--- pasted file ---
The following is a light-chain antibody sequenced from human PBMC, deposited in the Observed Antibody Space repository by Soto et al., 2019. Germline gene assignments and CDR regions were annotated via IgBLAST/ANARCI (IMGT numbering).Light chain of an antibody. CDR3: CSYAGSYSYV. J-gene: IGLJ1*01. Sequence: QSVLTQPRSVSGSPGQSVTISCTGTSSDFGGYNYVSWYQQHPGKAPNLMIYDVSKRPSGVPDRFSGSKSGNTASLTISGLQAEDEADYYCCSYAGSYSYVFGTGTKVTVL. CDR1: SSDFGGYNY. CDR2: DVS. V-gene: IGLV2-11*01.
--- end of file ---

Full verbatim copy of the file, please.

The following is a light-chain antibody sequenced from human PBMC, deposited in the Observed Antibody Space repository by Soto et al., 2019. Germline gene assignments and CDR regions were annotated via IgBLAST/ANARCI (IMGT numbering).Light chain of an antibody. CDR3: CSYAGSYSYV. J-gene: IGLJ1*01. Sequence: QSVLTQPRSVSGSPGQSVTISCTGTSSDFGGYNYVSWYQQHPGKAPNLMIYDVSKRPSGVPDRFSGSKSGNTASLTISGLQAEDEADYYCCSYAGSYSYVFGTGTKVTVL. CDR1: SSDFGGYNY. CDR2: DVS. V-gene: IGLV2-11*01.